I recently heard the above statement. What does it mean?
[quote=mark a]I recently heard the above statement. What does it mean?
Our societies roots are shaped by Calvinism, the religion of the Puritans and many of the colonialist. A theory with some merit.
Some moderns like to say we are Judeo-Christian society, whatever that means. I don’t think Jews, Catholics or even Lutherans had much of a role in shaping the development of our society. It might be argued that they have contributed in later history, i.e. most of the New Deal comes from the mind of Msgr. John A. Ryan.
Maybe at first America was a Calvinist society, but it has evolved a bit.
Calvinists have a strong belief in predestination, and they also have felt that God directly blessed those who were worthy. So a cultural attitude developed around those points. Those in want were not worthy of more blessings, or God would have seen to it. Subsequently a person with signs of prosperity would merit respect, and those with great wealth and power merit even greater respect. That’s the origin of the “Protestant work ethic”, the accumulation of things is a sign of blessing.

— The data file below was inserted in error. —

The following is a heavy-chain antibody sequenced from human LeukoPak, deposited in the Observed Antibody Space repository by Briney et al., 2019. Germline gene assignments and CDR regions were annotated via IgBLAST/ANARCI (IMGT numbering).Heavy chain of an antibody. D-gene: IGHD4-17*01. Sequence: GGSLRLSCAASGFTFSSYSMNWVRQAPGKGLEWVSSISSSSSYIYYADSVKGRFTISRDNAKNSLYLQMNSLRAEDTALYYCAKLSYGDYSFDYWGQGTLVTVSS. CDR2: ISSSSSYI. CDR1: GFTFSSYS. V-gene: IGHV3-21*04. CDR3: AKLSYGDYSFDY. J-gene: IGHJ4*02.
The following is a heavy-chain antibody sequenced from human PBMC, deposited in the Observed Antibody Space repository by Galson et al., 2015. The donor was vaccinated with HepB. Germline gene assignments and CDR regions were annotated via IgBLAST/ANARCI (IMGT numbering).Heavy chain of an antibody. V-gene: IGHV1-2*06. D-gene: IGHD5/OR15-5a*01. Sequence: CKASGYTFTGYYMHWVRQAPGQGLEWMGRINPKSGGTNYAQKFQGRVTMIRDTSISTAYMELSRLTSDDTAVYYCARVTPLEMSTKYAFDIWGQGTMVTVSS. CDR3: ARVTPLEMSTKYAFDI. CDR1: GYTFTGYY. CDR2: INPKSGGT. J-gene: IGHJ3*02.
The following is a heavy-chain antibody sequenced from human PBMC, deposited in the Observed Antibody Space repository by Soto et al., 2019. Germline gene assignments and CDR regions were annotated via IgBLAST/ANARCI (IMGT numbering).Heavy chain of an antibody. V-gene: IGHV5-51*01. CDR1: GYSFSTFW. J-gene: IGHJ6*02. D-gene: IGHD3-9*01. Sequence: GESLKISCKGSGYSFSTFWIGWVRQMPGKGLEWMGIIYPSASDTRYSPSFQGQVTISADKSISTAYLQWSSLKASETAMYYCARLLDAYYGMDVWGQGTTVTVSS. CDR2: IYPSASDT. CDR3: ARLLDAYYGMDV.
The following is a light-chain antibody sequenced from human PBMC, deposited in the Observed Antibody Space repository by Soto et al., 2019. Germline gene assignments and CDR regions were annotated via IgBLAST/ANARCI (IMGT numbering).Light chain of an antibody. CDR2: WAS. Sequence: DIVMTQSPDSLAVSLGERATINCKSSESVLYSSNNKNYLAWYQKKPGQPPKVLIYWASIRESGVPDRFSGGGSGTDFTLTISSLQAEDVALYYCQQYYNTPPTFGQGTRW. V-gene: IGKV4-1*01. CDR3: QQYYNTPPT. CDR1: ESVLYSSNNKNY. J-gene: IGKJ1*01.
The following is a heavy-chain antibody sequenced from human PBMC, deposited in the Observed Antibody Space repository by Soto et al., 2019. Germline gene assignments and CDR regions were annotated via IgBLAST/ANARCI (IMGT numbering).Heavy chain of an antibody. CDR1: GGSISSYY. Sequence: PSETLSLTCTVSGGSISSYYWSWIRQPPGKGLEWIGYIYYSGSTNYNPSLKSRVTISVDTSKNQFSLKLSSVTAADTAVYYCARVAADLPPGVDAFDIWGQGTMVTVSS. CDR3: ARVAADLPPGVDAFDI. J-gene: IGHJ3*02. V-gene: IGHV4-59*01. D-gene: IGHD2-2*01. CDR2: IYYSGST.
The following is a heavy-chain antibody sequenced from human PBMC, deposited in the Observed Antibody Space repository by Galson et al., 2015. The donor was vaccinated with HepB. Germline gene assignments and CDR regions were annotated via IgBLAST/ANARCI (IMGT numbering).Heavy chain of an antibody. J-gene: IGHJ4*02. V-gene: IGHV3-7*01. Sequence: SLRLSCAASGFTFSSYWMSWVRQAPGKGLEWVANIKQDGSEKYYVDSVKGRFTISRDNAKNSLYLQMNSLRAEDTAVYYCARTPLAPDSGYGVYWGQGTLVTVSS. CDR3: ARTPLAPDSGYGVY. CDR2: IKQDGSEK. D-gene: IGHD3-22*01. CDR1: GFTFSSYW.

There is less of a sense of communal mutual responsibility in Calvinist societies and a greater sense of individualism and competition. An attitude develops that if the poor suffer, they were meant to and they have only themselves to blame, intervention is not necessary and it could possibly be argued that it would be contrary to the desire of God. This can lead to a very selfish and self-centered way of thinking, which as a description (I would say) fits modern North Americans about right. We have turned greed and avarice into virtues, and public kind-heartedness into a vice.
However today we as a people have gone far beyond our Protestant cultural roots and now have a sceptical midset, a culture of disbelief that approaches atheism and which cannot be connected to Calvinism. We have retained the selfishness though, it suits us.